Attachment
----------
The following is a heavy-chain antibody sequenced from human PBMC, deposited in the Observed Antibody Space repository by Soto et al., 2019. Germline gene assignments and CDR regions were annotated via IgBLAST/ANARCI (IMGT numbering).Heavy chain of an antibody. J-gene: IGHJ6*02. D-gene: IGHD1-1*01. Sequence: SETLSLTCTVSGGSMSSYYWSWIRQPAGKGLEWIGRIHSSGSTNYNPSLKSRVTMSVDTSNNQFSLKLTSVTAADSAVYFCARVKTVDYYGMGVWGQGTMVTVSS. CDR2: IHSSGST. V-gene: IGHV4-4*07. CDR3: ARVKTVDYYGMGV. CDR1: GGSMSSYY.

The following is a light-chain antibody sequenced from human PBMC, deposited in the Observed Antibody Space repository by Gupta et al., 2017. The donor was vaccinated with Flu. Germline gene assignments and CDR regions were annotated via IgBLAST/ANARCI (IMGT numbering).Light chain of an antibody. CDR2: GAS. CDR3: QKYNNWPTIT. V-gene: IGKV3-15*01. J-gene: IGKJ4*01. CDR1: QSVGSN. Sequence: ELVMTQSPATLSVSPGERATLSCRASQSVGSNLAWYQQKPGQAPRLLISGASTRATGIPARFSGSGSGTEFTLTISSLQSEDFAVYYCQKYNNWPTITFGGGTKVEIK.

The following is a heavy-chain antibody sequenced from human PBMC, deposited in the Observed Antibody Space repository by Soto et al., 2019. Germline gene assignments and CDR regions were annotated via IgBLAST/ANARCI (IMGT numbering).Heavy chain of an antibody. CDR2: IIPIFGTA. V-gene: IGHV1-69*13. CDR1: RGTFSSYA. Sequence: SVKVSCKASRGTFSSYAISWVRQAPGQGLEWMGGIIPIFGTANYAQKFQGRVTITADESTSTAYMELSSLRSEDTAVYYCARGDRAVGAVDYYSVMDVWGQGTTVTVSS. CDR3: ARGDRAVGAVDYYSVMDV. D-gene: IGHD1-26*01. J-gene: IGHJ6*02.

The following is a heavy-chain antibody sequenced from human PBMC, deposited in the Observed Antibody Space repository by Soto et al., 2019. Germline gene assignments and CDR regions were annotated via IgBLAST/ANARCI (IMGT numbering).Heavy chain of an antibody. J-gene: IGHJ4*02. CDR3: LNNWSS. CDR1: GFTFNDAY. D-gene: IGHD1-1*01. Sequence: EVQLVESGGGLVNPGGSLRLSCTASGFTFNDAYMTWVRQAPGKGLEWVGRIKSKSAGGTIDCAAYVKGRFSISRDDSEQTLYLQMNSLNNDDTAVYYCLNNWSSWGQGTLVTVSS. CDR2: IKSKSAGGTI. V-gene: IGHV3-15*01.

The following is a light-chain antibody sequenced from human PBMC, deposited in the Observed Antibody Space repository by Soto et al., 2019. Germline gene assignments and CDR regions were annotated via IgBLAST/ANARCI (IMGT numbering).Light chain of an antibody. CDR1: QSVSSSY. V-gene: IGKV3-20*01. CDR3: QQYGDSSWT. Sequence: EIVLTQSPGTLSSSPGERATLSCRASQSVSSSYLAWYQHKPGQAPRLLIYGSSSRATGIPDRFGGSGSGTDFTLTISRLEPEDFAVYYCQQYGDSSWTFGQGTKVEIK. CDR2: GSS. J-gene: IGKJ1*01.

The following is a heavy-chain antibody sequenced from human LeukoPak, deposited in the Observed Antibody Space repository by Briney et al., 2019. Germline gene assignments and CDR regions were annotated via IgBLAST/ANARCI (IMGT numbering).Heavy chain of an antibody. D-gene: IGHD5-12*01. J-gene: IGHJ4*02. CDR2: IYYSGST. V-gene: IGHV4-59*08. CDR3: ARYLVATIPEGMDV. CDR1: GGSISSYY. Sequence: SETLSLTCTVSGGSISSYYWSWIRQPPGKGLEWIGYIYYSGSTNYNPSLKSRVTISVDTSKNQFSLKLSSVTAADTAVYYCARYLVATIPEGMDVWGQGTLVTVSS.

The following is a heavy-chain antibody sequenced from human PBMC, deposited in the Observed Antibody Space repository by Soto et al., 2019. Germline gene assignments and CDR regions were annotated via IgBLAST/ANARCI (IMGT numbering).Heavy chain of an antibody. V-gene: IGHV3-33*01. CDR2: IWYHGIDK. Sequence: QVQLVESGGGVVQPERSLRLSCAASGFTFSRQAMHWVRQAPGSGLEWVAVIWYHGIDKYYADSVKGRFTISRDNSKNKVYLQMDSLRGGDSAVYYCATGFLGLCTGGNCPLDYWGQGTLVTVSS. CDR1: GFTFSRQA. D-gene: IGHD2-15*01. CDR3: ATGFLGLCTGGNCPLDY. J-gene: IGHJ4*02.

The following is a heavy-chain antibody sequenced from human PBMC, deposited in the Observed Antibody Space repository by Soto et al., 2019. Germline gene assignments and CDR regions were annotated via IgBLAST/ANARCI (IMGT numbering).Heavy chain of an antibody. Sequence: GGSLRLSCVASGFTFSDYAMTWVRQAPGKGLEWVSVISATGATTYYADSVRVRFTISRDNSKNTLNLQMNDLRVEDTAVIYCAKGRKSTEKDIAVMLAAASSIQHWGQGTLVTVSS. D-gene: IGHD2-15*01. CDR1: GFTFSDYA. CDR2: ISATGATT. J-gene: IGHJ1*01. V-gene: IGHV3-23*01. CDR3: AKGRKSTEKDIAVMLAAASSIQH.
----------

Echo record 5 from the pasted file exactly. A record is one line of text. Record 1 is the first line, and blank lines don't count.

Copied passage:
The following is a light-chain antibody sequenced from human PBMC, deposited in the Observed Antibody Space repository by Soto et al., 2019. Germline gene assignments and CDR regions were annotated via IgBLAST/ANARCI (IMGT numbering).Light chain of an antibody. CDR1: QSVSSSY. V-gene: IGKV3-20*01. CDR3: QQYGDSSWT. Sequence: EIVLTQSPGTLSSSPGERATLSCRASQSVSSSYLAWYQHKPGQAPRLLIYGSSSRATGIPDRFGGSGSGTDFTLTISRLEPEDFAVYYCQQYGDSSWTFGQGTKVEIK. CDR2: GSS. J-gene: IGKJ1*01.